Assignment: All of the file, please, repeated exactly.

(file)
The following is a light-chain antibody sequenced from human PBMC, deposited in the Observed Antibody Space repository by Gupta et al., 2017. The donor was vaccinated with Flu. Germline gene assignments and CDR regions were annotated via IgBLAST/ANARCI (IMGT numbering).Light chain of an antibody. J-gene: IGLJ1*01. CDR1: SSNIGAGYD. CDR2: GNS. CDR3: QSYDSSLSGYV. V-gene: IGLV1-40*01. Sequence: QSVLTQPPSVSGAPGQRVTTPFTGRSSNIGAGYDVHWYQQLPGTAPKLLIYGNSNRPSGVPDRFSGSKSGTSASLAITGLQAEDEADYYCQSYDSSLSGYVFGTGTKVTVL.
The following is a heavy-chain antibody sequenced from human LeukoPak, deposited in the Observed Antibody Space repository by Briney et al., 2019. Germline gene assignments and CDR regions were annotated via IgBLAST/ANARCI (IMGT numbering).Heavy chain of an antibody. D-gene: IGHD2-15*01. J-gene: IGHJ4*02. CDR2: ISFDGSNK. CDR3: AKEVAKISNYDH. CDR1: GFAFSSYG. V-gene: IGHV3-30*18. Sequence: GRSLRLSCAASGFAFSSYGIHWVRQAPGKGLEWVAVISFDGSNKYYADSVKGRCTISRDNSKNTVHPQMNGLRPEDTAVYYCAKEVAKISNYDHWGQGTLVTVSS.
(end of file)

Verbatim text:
The following is a light-chain antibody sequenced from human PBMC, deposited in the Observed Antibody Space repository by Gupta et al., 2017. The donor was vaccinated with Flu. Germline gene assignments and CDR regions were annotated via IgBLAST/ANARCI (IMGT numbering).Light chain of an antibody. J-gene: IGLJ1*01. CDR1: SSNIGAGYD. CDR2: GNS. CDR3: QSYDSSLSGYV. V-gene: IGLV1-40*01. Sequence: QSVLTQPPSVSGAPGQRVTTPFTGRSSNIGAGYDVHWYQQLPGTAPKLLIYGNSNRPSGVPDRFSGSKSGTSASLAITGLQAEDEADYYCQSYDSSLSGYVFGTGTKVTVL.
The following is a heavy-chain antibody sequenced from human LeukoPak, deposited in the Observed Antibody Space repository by Briney et al., 2019. Germline gene assignments and CDR regions were annotated via IgBLAST/ANARCI (IMGT numbering).Heavy chain of an antibody. D-gene: IGHD2-15*01. J-gene: IGHJ4*02. CDR2: ISFDGSNK. CDR3: AKEVAKISNYDH. CDR1: GFAFSSYG. V-gene: IGHV3-30*18. Sequence: GRSLRLSCAASGFAFSSYGIHWVRQAPGKGLEWVAVISFDGSNKYYADSVKGRCTISRDNSKNTVHPQMNGLRPEDTAVYYCAKEVAKISNYDHWGQGTLVTVSS.